The reshuffling of the department came a day after Ukraine's military said it captured the village of Klishchiivka from Russian troops after months of fierce battles. Fighting continued Monday as troops tried to hold the village south of the Russian-held city of Bakhmut in the eastern Donetsk region.
Its recapture followed the retaking of the nearby village of Andriivka.
"The enemy is trying with all his might to regain lost positions," Maliar said in a briefing Monday before she was fired. "Therefore, our fighters hold back the enemy's attacks there and are entrenched at the achieved frontiers."
Retaking Klishchiivka is considered tactically important, allowing Ukrainian forces to further extend their gains around Bakhmut.
Russia invaded Ukraine in February last year. Ukraine launched a counteroffensive in June that so far has been marked by small victories but no major breakthroughs. Despite being bolstered by NATO-standard weapons worth billions of dollars, Ukrainian military officials have said there are no quick solutions to puncture Russian defensive lines -- only slow, grinding battles that have led to heavy losses.
In his efforts to draw more support, Zelenskyy is headed to the U.S., where he is expected at the White House and on Capitol Hill this week as he visits during the United Nations General Assembly. His visit to Washington comes as Congress debates President Joe Biden's request to provide as much as $24 billion in military and humanitarian aid for Ukraine.
One supporter in Congress, U.S. Sen. Mark Kelly, a Democrat from Arizona, met with Ukraine officials and soldiers Monday in Kyiv to assess the military's current needs and discuss ATACMS tactical ballistic missiles, which Biden is considering providing.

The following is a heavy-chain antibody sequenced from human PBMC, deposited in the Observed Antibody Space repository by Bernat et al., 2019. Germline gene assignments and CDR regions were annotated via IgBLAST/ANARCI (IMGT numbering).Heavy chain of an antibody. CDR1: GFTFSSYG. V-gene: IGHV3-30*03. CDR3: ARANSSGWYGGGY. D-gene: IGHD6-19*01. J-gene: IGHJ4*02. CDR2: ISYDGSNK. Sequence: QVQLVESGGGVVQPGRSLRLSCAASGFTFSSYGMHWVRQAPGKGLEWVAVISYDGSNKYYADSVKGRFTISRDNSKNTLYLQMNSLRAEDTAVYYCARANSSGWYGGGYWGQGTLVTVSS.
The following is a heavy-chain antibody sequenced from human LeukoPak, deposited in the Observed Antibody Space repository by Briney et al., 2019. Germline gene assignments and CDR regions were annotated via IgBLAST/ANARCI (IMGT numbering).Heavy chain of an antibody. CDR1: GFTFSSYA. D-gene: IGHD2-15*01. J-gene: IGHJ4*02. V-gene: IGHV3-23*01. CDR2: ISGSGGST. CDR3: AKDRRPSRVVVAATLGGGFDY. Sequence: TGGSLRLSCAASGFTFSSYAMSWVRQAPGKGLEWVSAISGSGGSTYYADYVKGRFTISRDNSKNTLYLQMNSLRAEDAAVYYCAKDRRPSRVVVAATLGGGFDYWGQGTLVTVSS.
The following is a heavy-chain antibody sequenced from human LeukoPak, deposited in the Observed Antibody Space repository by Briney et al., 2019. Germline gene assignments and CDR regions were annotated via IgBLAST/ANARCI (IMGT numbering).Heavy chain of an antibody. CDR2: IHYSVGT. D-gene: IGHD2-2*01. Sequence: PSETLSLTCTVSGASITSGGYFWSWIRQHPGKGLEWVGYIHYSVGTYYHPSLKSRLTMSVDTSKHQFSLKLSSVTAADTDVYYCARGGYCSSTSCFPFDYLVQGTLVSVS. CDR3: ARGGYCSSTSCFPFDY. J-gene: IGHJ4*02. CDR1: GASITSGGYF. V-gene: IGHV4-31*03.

"No single capability is going to make the difference between winning and losing," said Kelly, who praised forces for progress, though he said he wished it would move faster.
In other fighting, six civilians were killed and 16 injured over the past 24 hours as Russia claimed to have used long-range air-launched missiles and drones to strike U.K.-supplied missiles and depleted uranium ammunition that can be used to destroy tanks.
"The goal of the strike has been fulfilled, all the designated facilities have been struck," the ministry said without providing specifics.
The claims appeared to contradict Ukraine's assertion that it intercepted all 17 cruise missiles launched by Russia and 18 of 24 Shahed drones in the southern regions of Mykolaiv and Odesa early Monday. There was no way to verify the conflicting claims.
Russians attacked residential areas in eight cities and villages in the Donetsk region, including Avdiivka and Kurdiumivka, killing one and wounding four, it said. Five artillery attacks in Kherson killed one person and wounded another. In the nearby town of Beryslav, Russians dropped explosives from a drone near the local bus station, injuring four people, the presidential office said.
Oleh Kiper, regional governor of Odesa, said a recreational facility in the town of Vylkovo was damaged in the attack but no casualties were immediately reported. Vylkovo, often referred to as the "Ukrainian Venice" because of its numerous canals, is located in the Danube delta on the border with Romania.
Romania has recently reported several findings of fragments from drones similar to those used by Russia in attacks on Ukraine's ports on the other side of the Danube.
Neighboring Bulgaria on Monday said a specialist navy team carried out a "controlled explosion" of a mortar shell found attached to a drone in the Black Sea coastal area of Tyulenovo.
Bulgaria's Defense Minister Todor Tagarev said it wasn't clear when or how the drone ended up there, but said it most likely was carried by the sea to the coastal town situated about 18.5 miles south of the Romanian border.
"I have not been informed that our air defense system has detected such an object, but they are difficult to locate," Tagarev said. "Such incidents happen weekly; the Bulgarian army has teams to locate and destroy unexploded ordnance."
Information for this article was contributed by Illia Novikov, Yuras Karmanau, Stephen McGrath and Brian Melley of The Associated Press and by Matthew Mpoke Bigg and Andrew E. Kramer of The New York Times.